Not surprisingly, until recently the lack of Linux software management solutions was frequently cited as one of the top reasons companies are hesitant to deploy Linux, according to Aberdeen. However, Claybrook added that several emerging Linux suppliers and large systems management companies have taken note of customer concerns and are focusing more effort to developing Linux management solutions.
“It has changed quite a bit,” he said. “There are a lot of tools around now that weren’t around a year ago.”
One such tool is the Red Carpet line from Boston-based Ximian Inc. According to the company, Red Carpet is an application and a service that allows users to specify which pieces of Linux-based software they want to monitor for updates. Red Carpet compares software already installed on end-user machines with the latest versions of the software hosted on Ximian servers.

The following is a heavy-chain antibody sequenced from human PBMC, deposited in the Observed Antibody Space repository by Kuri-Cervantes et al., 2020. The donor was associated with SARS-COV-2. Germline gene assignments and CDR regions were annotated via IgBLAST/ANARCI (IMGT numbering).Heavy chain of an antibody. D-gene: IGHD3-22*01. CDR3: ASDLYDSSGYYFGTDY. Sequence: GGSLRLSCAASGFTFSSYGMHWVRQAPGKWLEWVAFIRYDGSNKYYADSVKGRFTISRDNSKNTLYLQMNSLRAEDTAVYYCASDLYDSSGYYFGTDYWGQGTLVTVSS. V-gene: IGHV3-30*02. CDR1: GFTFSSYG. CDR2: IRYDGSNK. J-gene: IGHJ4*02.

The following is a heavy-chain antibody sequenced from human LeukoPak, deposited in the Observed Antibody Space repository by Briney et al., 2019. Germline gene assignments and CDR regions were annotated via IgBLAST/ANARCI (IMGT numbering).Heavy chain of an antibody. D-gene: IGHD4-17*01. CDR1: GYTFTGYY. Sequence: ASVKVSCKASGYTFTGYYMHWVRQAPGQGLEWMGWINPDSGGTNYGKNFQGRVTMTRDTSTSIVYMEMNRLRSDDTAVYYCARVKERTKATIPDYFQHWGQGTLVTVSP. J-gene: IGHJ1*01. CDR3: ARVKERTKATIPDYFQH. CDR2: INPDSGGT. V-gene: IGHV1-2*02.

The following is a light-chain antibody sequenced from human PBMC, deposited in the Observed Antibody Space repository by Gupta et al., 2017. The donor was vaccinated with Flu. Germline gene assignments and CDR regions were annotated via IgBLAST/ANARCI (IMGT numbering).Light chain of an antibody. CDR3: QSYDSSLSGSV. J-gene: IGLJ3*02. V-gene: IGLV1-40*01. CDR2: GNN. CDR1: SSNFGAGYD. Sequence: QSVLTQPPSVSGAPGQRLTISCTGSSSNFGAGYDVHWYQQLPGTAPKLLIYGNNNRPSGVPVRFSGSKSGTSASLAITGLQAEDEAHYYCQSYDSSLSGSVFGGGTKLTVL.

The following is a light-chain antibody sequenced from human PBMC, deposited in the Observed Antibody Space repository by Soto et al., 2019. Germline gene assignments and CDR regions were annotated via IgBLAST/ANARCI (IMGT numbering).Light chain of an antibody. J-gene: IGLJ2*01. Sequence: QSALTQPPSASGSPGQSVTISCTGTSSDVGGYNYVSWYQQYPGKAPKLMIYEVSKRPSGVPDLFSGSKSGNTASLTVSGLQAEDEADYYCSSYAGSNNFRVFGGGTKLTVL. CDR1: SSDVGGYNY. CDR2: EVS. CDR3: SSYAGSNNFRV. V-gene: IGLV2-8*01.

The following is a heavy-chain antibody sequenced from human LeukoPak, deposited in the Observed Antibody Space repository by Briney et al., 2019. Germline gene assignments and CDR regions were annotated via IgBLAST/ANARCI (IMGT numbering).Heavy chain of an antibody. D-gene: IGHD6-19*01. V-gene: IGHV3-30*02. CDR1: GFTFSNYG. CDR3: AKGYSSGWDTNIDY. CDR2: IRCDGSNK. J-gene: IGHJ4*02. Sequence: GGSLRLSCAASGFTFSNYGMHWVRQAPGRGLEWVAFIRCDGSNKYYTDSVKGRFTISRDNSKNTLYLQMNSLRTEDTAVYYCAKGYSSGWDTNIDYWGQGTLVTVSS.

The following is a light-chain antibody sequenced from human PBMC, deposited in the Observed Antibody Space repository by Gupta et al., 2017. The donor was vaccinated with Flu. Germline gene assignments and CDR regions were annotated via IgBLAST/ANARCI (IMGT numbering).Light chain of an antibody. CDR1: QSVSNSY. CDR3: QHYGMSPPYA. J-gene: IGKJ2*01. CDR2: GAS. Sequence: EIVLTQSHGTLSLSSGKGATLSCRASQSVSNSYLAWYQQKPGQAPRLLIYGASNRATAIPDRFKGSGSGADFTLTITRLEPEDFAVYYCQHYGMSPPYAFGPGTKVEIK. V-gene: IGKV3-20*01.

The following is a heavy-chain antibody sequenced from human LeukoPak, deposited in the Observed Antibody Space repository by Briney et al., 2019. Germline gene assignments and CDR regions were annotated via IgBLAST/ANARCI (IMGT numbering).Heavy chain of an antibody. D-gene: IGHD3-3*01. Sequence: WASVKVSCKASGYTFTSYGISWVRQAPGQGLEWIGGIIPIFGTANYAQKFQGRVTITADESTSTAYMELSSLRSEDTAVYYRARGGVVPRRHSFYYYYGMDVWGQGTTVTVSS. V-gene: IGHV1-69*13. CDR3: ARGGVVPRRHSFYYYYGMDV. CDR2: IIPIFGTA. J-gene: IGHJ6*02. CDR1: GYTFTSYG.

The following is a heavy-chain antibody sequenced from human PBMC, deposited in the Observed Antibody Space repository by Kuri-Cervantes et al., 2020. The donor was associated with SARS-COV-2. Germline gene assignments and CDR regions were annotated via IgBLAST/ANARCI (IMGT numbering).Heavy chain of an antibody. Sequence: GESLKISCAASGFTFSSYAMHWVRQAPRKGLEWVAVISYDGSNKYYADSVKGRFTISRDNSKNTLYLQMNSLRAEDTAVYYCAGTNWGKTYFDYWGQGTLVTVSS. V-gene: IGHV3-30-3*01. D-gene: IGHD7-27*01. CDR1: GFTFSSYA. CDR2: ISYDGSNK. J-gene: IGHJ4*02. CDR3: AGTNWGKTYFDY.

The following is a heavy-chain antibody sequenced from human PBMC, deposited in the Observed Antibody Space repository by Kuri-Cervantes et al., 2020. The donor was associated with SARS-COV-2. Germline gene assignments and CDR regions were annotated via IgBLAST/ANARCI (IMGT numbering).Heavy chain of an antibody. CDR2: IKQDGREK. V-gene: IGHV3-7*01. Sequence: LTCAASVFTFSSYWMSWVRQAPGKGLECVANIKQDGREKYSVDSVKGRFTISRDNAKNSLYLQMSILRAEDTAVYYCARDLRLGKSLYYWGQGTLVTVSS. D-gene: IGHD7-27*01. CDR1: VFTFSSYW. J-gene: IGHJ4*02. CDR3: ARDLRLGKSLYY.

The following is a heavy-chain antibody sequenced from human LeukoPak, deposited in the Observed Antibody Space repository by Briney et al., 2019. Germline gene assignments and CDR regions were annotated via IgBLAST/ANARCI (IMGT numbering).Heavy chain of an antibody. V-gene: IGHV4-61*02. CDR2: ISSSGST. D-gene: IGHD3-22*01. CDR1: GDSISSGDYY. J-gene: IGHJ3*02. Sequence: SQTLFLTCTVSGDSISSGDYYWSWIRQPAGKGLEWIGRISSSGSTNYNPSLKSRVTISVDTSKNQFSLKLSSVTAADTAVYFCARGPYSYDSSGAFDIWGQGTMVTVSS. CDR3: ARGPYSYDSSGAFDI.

“(Red Carpet) provides software management, installation, updating and software removal not only for Ximian software, but for the leading Linux distributions,” said Jon Perr, vice-president of marketing for Ximian. “You can think of it as a broadcast metaphor where an end user can check the Ximian channel and the Red Hat channel as well as others. When you tell the application to update, it will check our servers, see if any new packages are available and it will automatically take you through the installation process.”
Systems administrators can put their dependency fears at ease, Perr added, because Red Carpet will check for dependencies between software applications and make sure that all correct versions of these files are installed in the right places.
“It’s all about time savings and productivity,” he continued. “The process is automated and very intelligent. It’s all quick and easy and very painless.”
And free. Ximian Red Carpet service is accessible at no charge through the company’s Web site, www.ximian.com. For end users requiring a more rapid approach to software downloads and management, Ximian offers Red Carpet Express, where users pay a subscription fee and in turn get access to dedicated servers and dedicated bandwidth for faster updates.